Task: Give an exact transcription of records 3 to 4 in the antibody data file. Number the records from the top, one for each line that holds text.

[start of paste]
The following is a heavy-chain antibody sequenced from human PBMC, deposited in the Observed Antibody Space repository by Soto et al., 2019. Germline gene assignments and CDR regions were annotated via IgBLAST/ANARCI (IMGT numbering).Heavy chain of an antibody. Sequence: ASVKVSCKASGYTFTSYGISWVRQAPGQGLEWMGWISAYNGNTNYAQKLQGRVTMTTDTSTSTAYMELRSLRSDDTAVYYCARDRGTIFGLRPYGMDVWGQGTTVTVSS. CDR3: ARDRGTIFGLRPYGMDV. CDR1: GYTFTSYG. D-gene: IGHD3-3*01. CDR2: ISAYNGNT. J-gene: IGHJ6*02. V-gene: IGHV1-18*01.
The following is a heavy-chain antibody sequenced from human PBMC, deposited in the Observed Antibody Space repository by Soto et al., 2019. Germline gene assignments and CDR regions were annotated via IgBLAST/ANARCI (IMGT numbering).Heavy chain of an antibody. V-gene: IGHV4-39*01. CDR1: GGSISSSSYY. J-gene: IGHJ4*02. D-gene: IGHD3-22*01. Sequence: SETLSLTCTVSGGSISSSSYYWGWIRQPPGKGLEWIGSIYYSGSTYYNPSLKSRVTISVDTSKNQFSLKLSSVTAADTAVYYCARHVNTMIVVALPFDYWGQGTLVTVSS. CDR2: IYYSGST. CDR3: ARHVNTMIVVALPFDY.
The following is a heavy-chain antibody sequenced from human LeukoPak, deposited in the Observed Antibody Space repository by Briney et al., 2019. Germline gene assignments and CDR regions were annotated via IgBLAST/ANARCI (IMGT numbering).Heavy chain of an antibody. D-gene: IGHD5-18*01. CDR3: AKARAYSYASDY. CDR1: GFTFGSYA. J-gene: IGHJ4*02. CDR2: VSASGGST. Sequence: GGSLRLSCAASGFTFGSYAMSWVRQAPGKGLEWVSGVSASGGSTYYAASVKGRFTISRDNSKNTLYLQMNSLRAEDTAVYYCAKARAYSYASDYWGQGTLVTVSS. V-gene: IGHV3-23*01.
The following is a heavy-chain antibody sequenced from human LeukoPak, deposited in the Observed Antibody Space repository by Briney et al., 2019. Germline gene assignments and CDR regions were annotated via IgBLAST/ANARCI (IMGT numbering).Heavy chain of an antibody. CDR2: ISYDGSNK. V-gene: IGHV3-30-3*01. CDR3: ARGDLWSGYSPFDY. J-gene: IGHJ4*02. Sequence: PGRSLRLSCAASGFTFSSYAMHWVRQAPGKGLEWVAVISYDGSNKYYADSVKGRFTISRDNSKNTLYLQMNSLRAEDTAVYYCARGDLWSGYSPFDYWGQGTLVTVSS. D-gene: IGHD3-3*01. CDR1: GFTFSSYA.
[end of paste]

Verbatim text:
The following is a heavy-chain antibody sequenced from human LeukoPak, deposited in the Observed Antibody Space repository by Briney et al., 2019. Germline gene assignments and CDR regions were annotated via IgBLAST/ANARCI (IMGT numbering).Heavy chain of an antibody. D-gene: IGHD5-18*01. CDR3: AKARAYSYASDY. CDR1: GFTFGSYA. J-gene: IGHJ4*02. CDR2: VSASGGST. Sequence: GGSLRLSCAASGFTFGSYAMSWVRQAPGKGLEWVSGVSASGGSTYYAASVKGRFTISRDNSKNTLYLQMNSLRAEDTAVYYCAKARAYSYASDYWGQGTLVTVSS. V-gene: IGHV3-23*01.
The following is a heavy-chain antibody sequenced from human LeukoPak, deposited in the Observed Antibody Space repository by Briney et al., 2019. Germline gene assignments and CDR regions were annotated via IgBLAST/ANARCI (IMGT numbering).Heavy chain of an antibody. CDR2: ISYDGSNK. V-gene: IGHV3-30-3*01. CDR3: ARGDLWSGYSPFDY. J-gene: IGHJ4*02. Sequence: PGRSLRLSCAASGFTFSSYAMHWVRQAPGKGLEWVAVISYDGSNKYYADSVKGRFTISRDNSKNTLYLQMNSLRAEDTAVYYCARGDLWSGYSPFDYWGQGTLVTVSS. D-gene: IGHD3-3*01. CDR1: GFTFSSYA.